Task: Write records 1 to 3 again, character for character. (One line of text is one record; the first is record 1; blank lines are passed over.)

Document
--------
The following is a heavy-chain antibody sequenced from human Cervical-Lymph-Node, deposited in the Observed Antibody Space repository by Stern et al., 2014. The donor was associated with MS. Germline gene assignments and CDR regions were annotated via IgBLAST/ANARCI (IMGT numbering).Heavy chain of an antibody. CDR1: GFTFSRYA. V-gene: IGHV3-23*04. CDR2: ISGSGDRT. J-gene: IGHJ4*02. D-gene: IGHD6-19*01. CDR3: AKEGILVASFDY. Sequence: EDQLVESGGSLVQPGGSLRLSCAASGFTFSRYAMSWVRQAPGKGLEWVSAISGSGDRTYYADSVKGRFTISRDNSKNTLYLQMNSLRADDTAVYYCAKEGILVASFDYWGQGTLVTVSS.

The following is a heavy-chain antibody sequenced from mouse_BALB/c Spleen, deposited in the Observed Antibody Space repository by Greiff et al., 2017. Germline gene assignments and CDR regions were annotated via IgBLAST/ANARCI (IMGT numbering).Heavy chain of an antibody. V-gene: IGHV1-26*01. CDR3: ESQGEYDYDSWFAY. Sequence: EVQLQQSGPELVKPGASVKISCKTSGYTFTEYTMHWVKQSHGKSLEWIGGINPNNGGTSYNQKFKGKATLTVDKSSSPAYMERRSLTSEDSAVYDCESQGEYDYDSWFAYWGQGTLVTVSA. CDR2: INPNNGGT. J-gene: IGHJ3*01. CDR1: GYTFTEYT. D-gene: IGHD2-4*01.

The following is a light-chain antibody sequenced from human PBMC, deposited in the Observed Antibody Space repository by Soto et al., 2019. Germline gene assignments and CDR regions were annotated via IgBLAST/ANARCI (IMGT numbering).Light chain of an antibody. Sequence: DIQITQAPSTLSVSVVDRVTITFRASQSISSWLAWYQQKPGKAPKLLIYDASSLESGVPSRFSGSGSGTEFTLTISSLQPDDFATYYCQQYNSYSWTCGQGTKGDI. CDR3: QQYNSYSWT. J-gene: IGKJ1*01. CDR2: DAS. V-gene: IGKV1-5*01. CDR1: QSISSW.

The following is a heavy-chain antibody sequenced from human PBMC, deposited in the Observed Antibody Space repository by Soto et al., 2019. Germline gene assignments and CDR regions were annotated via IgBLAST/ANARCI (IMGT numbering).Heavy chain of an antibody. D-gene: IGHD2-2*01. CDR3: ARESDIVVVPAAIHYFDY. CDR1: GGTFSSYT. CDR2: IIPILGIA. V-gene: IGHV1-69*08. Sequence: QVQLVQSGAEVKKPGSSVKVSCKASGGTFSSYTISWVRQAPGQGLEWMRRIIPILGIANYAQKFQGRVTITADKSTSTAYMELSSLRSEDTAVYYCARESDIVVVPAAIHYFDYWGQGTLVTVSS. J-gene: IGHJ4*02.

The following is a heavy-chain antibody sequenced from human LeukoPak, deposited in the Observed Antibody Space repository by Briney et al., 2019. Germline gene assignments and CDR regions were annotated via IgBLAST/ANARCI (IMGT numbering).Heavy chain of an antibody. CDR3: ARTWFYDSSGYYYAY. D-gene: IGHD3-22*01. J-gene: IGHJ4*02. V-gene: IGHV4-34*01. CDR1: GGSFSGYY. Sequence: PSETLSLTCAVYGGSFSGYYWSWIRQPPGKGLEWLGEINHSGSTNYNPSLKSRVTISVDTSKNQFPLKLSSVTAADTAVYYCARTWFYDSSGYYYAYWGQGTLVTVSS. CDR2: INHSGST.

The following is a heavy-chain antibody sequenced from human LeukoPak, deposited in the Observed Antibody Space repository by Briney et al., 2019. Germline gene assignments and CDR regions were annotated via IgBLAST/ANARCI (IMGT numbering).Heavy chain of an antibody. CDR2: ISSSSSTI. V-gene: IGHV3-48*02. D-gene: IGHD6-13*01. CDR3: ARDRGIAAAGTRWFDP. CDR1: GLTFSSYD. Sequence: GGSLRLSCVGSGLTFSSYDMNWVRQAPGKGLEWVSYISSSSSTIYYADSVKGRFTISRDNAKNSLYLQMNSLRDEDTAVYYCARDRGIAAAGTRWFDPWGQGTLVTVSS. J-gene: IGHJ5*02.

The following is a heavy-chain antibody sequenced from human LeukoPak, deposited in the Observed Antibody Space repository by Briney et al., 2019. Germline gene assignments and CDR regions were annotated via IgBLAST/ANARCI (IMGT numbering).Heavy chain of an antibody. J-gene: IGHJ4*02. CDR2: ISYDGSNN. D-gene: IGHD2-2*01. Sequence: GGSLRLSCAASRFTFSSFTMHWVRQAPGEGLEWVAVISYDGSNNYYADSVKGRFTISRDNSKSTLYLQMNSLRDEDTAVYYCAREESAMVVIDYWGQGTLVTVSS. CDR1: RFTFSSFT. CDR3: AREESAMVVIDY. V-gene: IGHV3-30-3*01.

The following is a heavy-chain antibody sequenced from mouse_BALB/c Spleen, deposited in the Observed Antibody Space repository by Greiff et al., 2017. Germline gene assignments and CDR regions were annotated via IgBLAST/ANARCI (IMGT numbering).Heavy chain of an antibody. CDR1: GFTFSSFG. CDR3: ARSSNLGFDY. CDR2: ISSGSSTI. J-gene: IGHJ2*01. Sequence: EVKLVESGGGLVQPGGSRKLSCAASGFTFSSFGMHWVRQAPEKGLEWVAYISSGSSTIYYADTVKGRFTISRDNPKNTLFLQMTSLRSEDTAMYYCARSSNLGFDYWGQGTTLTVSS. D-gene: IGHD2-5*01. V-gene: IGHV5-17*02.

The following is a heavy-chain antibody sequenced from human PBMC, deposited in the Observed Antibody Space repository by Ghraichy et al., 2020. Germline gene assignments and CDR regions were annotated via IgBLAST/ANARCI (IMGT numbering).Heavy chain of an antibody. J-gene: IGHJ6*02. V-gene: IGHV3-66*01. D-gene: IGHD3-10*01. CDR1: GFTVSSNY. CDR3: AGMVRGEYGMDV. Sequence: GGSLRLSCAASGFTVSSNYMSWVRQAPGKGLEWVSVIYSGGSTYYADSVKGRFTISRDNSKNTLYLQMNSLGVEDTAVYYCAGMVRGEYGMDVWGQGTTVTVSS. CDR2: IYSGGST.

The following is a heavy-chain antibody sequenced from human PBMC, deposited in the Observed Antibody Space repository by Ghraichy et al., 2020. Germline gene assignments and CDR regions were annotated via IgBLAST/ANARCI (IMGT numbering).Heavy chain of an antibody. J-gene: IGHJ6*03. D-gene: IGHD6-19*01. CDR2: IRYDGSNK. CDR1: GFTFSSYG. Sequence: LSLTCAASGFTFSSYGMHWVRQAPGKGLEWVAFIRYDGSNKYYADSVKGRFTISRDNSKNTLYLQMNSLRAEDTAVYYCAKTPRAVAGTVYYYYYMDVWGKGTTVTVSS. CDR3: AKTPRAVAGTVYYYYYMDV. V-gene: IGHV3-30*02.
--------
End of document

The following is a heavy-chain antibody sequenced from human Cervical-Lymph-Node, deposited in the Observed Antibody Space repository by Stern et al., 2014. The donor was associated with MS. Germline gene assignments and CDR regions were annotated via IgBLAST/ANARCI (IMGT numbering).Heavy chain of an antibody. CDR1: GFTFSRYA. V-gene: IGHV3-23*04. CDR2: ISGSGDRT. J-gene: IGHJ4*02. D-gene: IGHD6-19*01. CDR3: AKEGILVASFDY. Sequence: EDQLVESGGSLVQPGGSLRLSCAASGFTFSRYAMSWVRQAPGKGLEWVSAISGSGDRTYYADSVKGRFTISRDNSKNTLYLQMNSLRADDTAVYYCAKEGILVASFDYWGQGTLVTVSS.

The following is a heavy-chain antibody sequenced from mouse_BALB/c Spleen, deposited in the Observed Antibody Space repository by Greiff et al., 2017. Germline gene assignments and CDR regions were annotated via IgBLAST/ANARCI (IMGT numbering).Heavy chain of an antibody. V-gene: IGHV1-26*01. CDR3: ESQGEYDYDSWFAY. Sequence: EVQLQQSGPELVKPGASVKISCKTSGYTFTEYTMHWVKQSHGKSLEWIGGINPNNGGTSYNQKFKGKATLTVDKSSSPAYMERRSLTSEDSAVYDCESQGEYDYDSWFAYWGQGTLVTVSA. CDR2: INPNNGGT. J-gene: IGHJ3*01. CDR1: GYTFTEYT. D-gene: IGHD2-4*01.

The following is a light-chain antibody sequenced from human PBMC, deposited in the Observed Antibody Space repository by Soto et al., 2019. Germline gene assignments and CDR regions were annotated via IgBLAST/ANARCI (IMGT numbering).Light chain of an antibody. Sequence: DIQITQAPSTLSVSVVDRVTITFRASQSISSWLAWYQQKPGKAPKLLIYDASSLESGVPSRFSGSGSGTEFTLTISSLQPDDFATYYCQQYNSYSWTCGQGTKGDI. CDR3: QQYNSYSWT. J-gene: IGKJ1*01. CDR2: DAS. V-gene: IGKV1-5*01. CDR1: QSISSW.